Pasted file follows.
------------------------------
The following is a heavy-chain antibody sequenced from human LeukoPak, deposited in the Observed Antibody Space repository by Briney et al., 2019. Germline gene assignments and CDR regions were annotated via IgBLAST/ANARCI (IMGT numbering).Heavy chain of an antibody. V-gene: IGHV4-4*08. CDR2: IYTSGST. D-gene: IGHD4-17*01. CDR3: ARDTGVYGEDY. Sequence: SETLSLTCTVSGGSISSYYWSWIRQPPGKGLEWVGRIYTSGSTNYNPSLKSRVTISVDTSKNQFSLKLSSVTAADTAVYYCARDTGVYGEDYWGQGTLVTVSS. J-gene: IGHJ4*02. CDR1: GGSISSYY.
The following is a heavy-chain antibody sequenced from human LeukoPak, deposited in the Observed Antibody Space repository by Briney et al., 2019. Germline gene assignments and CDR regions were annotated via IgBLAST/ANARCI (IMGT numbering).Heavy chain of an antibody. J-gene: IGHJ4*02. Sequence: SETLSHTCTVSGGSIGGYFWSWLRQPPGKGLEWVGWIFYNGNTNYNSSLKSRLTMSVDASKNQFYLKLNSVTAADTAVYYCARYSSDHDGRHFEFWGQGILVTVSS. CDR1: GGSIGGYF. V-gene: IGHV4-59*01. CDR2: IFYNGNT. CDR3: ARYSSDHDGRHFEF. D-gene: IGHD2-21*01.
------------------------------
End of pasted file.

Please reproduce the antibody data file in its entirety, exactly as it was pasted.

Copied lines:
The following is a heavy-chain antibody sequenced from human LeukoPak, deposited in the Observed Antibody Space repository by Briney et al., 2019. Germline gene assignments and CDR regions were annotated via IgBLAST/ANARCI (IMGT numbering).Heavy chain of an antibody. V-gene: IGHV4-4*08. CDR2: IYTSGST. D-gene: IGHD4-17*01. CDR3: ARDTGVYGEDY. Sequence: SETLSLTCTVSGGSISSYYWSWIRQPPGKGLEWVGRIYTSGSTNYNPSLKSRVTISVDTSKNQFSLKLSSVTAADTAVYYCARDTGVYGEDYWGQGTLVTVSS. J-gene: IGHJ4*02. CDR1: GGSISSYY.
The following is a heavy-chain antibody sequenced from human LeukoPak, deposited in the Observed Antibody Space repository by Briney et al., 2019. Germline gene assignments and CDR regions were annotated via IgBLAST/ANARCI (IMGT numbering).Heavy chain of an antibody. J-gene: IGHJ4*02. Sequence: SETLSHTCTVSGGSIGGYFWSWLRQPPGKGLEWVGWIFYNGNTNYNSSLKSRLTMSVDASKNQFYLKLNSVTAADTAVYYCARYSSDHDGRHFEFWGQGILVTVSS. CDR1: GGSIGGYF. V-gene: IGHV4-59*01. CDR2: IFYNGNT. CDR3: ARYSSDHDGRHFEF. D-gene: IGHD2-21*01.